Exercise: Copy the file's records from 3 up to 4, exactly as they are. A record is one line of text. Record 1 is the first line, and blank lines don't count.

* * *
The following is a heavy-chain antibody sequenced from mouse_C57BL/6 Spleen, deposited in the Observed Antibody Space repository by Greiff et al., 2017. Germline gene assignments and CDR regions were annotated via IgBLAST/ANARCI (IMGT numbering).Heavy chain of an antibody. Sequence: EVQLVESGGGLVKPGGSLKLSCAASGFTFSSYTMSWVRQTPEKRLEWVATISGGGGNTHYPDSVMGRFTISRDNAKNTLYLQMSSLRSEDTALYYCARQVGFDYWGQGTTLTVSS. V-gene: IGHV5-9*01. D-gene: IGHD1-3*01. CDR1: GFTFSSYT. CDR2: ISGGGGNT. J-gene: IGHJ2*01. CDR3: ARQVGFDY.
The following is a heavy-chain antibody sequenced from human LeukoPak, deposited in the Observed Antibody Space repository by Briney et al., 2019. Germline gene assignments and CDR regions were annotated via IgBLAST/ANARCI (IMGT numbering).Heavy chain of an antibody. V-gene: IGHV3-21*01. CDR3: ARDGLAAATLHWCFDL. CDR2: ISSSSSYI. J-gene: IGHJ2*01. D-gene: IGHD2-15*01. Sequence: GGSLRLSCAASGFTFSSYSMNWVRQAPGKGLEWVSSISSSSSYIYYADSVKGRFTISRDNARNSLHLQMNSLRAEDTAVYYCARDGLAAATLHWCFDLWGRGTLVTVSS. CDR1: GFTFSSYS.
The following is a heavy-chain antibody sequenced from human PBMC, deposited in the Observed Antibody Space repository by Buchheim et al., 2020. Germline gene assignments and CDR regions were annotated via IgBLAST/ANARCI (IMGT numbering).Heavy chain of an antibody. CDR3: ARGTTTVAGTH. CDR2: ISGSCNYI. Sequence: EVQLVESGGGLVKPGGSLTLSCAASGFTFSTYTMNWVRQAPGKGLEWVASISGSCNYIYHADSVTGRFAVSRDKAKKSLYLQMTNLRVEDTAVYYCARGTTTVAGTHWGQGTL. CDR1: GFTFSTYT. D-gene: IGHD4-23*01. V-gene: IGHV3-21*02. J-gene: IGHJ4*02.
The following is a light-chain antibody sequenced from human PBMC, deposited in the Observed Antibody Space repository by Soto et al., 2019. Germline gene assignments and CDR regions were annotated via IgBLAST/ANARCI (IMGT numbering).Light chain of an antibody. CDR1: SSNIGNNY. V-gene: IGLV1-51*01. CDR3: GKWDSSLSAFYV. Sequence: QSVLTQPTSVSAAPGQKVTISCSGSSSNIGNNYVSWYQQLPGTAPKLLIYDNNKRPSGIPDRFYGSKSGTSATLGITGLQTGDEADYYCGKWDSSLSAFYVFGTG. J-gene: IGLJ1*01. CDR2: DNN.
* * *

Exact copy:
The following is a heavy-chain antibody sequenced from human PBMC, deposited in the Observed Antibody Space repository by Buchheim et al., 2020. Germline gene assignments and CDR regions were annotated via IgBLAST/ANARCI (IMGT numbering).Heavy chain of an antibody. CDR3: ARGTTTVAGTH. CDR2: ISGSCNYI. Sequence: EVQLVESGGGLVKPGGSLTLSCAASGFTFSTYTMNWVRQAPGKGLEWVASISGSCNYIYHADSVTGRFAVSRDKAKKSLYLQMTNLRVEDTAVYYCARGTTTVAGTHWGQGTL. CDR1: GFTFSTYT. D-gene: IGHD4-23*01. V-gene: IGHV3-21*02. J-gene: IGHJ4*02.
The following is a light-chain antibody sequenced from human PBMC, deposited in the Observed Antibody Space repository by Soto et al., 2019. Germline gene assignments and CDR regions were annotated via IgBLAST/ANARCI (IMGT numbering).Light chain of an antibody. CDR1: SSNIGNNY. V-gene: IGLV1-51*01. CDR3: GKWDSSLSAFYV. Sequence: QSVLTQPTSVSAAPGQKVTISCSGSSSNIGNNYVSWYQQLPGTAPKLLIYDNNKRPSGIPDRFYGSKSGTSATLGITGLQTGDEADYYCGKWDSSLSAFYVFGTG. J-gene: IGLJ1*01. CDR2: DNN.